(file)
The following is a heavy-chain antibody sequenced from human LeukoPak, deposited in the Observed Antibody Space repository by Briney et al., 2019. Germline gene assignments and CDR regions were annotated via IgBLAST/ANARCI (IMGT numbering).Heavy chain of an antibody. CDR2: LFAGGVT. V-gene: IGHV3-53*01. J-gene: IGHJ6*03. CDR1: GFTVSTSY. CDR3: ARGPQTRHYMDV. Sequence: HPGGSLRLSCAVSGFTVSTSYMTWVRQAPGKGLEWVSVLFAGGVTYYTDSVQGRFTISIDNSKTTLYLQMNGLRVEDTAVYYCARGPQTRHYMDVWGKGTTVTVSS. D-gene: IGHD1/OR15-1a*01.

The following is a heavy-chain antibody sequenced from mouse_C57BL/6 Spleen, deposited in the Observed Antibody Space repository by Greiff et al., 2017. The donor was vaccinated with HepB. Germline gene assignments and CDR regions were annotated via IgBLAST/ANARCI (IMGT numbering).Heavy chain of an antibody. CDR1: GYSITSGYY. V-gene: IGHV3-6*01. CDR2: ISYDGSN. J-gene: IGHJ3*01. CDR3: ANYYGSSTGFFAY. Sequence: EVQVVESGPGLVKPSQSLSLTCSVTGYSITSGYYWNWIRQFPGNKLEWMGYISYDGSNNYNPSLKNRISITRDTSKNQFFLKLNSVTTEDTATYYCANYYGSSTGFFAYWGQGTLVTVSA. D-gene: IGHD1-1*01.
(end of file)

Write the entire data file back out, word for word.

The following is a heavy-chain antibody sequenced from human LeukoPak, deposited in the Observed Antibody Space repository by Briney et al., 2019. Germline gene assignments and CDR regions were annotated via IgBLAST/ANARCI (IMGT numbering).Heavy chain of an antibody. CDR2: LFAGGVT. V-gene: IGHV3-53*01. J-gene: IGHJ6*03. CDR1: GFTVSTSY. CDR3: ARGPQTRHYMDV. Sequence: HPGGSLRLSCAVSGFTVSTSYMTWVRQAPGKGLEWVSVLFAGGVTYYTDSVQGRFTISIDNSKTTLYLQMNGLRVEDTAVYYCARGPQTRHYMDVWGKGTTVTVSS. D-gene: IGHD1/OR15-1a*01.

The following is a heavy-chain antibody sequenced from mouse_C57BL/6 Spleen, deposited in the Observed Antibody Space repository by Greiff et al., 2017. The donor was vaccinated with HepB. Germline gene assignments and CDR regions were annotated via IgBLAST/ANARCI (IMGT numbering).Heavy chain of an antibody. CDR1: GYSITSGYY. V-gene: IGHV3-6*01. CDR2: ISYDGSN. J-gene: IGHJ3*01. CDR3: ANYYGSSTGFFAY. Sequence: EVQVVESGPGLVKPSQSLSLTCSVTGYSITSGYYWNWIRQFPGNKLEWMGYISYDGSNNYNPSLKNRISITRDTSKNQFFLKLNSVTTEDTATYYCANYYGSSTGFFAYWGQGTLVTVSA. D-gene: IGHD1-1*01.